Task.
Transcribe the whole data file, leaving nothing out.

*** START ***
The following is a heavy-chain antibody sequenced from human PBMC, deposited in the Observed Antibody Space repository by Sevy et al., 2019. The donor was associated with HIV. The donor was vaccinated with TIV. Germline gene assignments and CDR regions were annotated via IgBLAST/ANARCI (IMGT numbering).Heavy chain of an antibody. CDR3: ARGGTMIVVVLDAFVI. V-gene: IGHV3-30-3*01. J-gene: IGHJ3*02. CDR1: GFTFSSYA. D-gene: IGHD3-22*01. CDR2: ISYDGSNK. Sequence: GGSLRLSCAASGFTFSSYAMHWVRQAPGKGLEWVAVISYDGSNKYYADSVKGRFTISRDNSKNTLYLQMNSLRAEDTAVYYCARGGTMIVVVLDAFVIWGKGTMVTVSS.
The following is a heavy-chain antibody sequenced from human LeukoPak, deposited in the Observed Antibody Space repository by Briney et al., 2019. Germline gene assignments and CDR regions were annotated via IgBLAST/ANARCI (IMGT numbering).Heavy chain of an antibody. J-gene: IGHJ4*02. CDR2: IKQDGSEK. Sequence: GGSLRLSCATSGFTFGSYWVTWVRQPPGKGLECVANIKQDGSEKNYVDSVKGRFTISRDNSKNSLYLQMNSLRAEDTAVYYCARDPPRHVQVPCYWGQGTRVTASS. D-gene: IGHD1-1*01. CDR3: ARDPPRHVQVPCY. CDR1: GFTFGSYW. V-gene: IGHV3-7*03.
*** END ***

The following is a heavy-chain antibody sequenced from human PBMC, deposited in the Observed Antibody Space repository by Sevy et al., 2019. The donor was associated with HIV. The donor was vaccinated with TIV. Germline gene assignments and CDR regions were annotated via IgBLAST/ANARCI (IMGT numbering).Heavy chain of an antibody. CDR3: ARGGTMIVVVLDAFVI. V-gene: IGHV3-30-3*01. J-gene: IGHJ3*02. CDR1: GFTFSSYA. D-gene: IGHD3-22*01. CDR2: ISYDGSNK. Sequence: GGSLRLSCAASGFTFSSYAMHWVRQAPGKGLEWVAVISYDGSNKYYADSVKGRFTISRDNSKNTLYLQMNSLRAEDTAVYYCARGGTMIVVVLDAFVIWGKGTMVTVSS.
The following is a heavy-chain antibody sequenced from human LeukoPak, deposited in the Observed Antibody Space repository by Briney et al., 2019. Germline gene assignments and CDR regions were annotated via IgBLAST/ANARCI (IMGT numbering).Heavy chain of an antibody. J-gene: IGHJ4*02. CDR2: IKQDGSEK. Sequence: GGSLRLSCATSGFTFGSYWVTWVRQPPGKGLECVANIKQDGSEKNYVDSVKGRFTISRDNSKNSLYLQMNSLRAEDTAVYYCARDPPRHVQVPCYWGQGTRVTASS. D-gene: IGHD1-1*01. CDR3: ARDPPRHVQVPCY. CDR1: GFTFGSYW. V-gene: IGHV3-7*03.